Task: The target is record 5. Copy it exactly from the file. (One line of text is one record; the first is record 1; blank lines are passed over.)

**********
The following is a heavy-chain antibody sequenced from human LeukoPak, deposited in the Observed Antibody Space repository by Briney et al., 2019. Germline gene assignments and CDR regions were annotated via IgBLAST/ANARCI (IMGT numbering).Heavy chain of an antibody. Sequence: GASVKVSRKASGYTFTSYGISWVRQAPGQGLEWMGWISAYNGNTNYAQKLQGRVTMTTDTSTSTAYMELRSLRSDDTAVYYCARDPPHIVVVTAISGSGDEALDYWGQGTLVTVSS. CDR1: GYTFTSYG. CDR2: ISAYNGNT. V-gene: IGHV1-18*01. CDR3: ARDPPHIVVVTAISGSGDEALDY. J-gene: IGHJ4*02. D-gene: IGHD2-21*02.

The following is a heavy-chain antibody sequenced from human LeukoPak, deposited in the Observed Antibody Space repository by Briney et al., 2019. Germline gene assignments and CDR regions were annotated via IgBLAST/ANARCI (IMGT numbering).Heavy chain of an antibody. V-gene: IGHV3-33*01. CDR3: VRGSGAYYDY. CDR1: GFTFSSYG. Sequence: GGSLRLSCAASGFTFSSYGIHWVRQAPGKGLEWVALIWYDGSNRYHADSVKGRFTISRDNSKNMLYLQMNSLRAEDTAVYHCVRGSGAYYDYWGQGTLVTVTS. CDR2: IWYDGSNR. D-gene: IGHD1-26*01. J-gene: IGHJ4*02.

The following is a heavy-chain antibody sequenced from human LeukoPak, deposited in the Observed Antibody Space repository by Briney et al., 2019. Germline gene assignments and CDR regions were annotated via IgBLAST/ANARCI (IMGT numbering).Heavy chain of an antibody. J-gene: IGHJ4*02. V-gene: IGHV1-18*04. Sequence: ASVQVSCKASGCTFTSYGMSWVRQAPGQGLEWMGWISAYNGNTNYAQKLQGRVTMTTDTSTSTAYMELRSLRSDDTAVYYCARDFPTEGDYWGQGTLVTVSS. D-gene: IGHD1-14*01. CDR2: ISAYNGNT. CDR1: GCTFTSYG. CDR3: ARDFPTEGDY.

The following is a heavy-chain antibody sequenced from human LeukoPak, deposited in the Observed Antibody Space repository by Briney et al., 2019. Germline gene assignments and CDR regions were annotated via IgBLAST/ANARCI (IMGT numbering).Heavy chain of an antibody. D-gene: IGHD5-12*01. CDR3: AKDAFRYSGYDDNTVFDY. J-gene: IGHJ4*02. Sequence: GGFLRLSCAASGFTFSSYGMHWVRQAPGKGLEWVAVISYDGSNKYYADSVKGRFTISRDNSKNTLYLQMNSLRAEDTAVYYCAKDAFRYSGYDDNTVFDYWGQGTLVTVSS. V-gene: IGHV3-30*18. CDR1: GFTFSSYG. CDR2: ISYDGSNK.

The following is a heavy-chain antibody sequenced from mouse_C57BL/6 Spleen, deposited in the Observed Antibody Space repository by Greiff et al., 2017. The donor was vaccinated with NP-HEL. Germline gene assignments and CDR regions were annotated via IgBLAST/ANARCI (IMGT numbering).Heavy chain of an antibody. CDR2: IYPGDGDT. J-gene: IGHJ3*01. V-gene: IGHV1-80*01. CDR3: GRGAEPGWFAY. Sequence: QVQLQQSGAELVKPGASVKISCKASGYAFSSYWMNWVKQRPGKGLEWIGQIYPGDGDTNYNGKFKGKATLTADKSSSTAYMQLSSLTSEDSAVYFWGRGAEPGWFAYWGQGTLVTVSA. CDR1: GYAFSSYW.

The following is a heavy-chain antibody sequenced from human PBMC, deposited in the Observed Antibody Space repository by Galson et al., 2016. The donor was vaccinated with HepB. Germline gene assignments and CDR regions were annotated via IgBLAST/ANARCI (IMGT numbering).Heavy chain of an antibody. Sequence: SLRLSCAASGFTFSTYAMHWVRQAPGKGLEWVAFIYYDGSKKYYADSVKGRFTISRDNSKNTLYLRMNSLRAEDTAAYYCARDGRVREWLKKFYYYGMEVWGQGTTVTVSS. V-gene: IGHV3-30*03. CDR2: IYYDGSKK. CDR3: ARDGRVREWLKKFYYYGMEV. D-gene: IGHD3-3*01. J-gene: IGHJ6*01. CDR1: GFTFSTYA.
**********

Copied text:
The following is a heavy-chain antibody sequenced from mouse_C57BL/6 Spleen, deposited in the Observed Antibody Space repository by Greiff et al., 2017. The donor was vaccinated with NP-HEL. Germline gene assignments and CDR regions were annotated via IgBLAST/ANARCI (IMGT numbering).Heavy chain of an antibody. CDR2: IYPGDGDT. J-gene: IGHJ3*01. V-gene: IGHV1-80*01. CDR3: GRGAEPGWFAY. Sequence: QVQLQQSGAELVKPGASVKISCKASGYAFSSYWMNWVKQRPGKGLEWIGQIYPGDGDTNYNGKFKGKATLTADKSSSTAYMQLSSLTSEDSAVYFWGRGAEPGWFAYWGQGTLVTVSA. CDR1: GYAFSSYW.